If ever you needed a musical snapshot of Vienna between the wars, this is it. (Even though the Third Quartet was composed after WWII). The benign shadow of the elderly Brahms occasionally hovers; likewise, the less benign shade of Schoenberg ­ but – don’t worry, the music occasionally strains at tonality but never becomes atonal; and, most of all, there’s the hallmark warm, luscious, late Romantic lyricism of Korngold, Mahler’s true heir. The way he creates a sudden dissonance, a chromatic shadow and ensuing chill is very Viennese, as if reminding us not to just admire the flowers but to remember the dark sinister roots beneath. It’s the equivalent of the moment in Korngold’s film scores when Bette Davis accidentally discovers the love letters in a secret drawer – a sort of musical Freudian slip.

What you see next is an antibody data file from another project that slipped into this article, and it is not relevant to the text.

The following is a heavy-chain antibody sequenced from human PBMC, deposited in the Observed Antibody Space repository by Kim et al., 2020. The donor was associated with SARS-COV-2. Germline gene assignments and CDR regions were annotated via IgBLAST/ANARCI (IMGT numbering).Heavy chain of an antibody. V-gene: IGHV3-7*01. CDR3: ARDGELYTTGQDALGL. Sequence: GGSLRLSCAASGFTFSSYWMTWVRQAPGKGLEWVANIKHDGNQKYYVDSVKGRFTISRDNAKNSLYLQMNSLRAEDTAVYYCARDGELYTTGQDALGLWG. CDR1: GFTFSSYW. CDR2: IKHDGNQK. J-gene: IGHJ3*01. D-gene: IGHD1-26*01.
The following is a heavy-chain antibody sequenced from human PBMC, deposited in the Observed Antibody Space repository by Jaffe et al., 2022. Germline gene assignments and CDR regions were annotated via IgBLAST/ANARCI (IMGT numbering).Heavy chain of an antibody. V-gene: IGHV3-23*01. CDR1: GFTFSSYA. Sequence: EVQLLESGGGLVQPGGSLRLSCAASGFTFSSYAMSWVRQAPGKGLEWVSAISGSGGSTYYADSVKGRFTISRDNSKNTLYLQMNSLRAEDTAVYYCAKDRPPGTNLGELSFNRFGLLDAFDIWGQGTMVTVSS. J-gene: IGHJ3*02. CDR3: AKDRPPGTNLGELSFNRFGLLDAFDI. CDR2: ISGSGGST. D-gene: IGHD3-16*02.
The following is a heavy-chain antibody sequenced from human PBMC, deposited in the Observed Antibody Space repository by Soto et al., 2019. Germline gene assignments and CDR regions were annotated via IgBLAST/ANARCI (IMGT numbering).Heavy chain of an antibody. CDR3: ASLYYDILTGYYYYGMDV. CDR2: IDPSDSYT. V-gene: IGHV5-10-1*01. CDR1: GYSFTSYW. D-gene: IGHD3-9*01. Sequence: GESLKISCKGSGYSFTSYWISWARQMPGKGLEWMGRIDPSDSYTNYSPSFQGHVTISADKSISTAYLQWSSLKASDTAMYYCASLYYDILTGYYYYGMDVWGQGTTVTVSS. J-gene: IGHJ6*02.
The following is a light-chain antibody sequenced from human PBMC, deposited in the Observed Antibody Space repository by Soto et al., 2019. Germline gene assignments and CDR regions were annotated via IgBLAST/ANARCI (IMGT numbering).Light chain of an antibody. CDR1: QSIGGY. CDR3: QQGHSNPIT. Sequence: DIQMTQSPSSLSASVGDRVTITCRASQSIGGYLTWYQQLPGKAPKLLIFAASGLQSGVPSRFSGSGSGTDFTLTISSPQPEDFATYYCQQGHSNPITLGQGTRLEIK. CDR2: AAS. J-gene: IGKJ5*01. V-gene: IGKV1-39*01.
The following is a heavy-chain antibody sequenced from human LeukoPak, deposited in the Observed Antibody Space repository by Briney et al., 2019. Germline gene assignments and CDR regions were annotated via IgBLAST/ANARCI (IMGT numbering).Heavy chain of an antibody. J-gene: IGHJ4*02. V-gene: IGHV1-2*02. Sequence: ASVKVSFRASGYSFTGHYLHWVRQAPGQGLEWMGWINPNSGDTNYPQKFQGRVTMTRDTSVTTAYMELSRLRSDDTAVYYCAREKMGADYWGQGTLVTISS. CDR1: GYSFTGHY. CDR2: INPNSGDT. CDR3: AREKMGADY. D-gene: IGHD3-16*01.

The First Quartet is the most complex, yet beguiling, and the lyrical second subjects and main ideas radiate an almost operatic sensuality and at other times a hymn-like beauty. The Doric Quartet dispatch with insouciance what must be nightmarishly difficult filigree work in the perky intermezzo, while the finale uses Korngold’s musical motto Motiv des fröhlichen Herzens (Motif of the cheerful heart) which he liked to include before bursting into a riotous march. For me, the most cherishable moment in the Second Quartet is the final movement waltz, composed without discernible irony (unlike Ravel’s contemporary La Valse, a symbol of decadence and decay). The Third Quartet is the most distilled and abstract but still highly enjoyable. The Dorics have made this music their own

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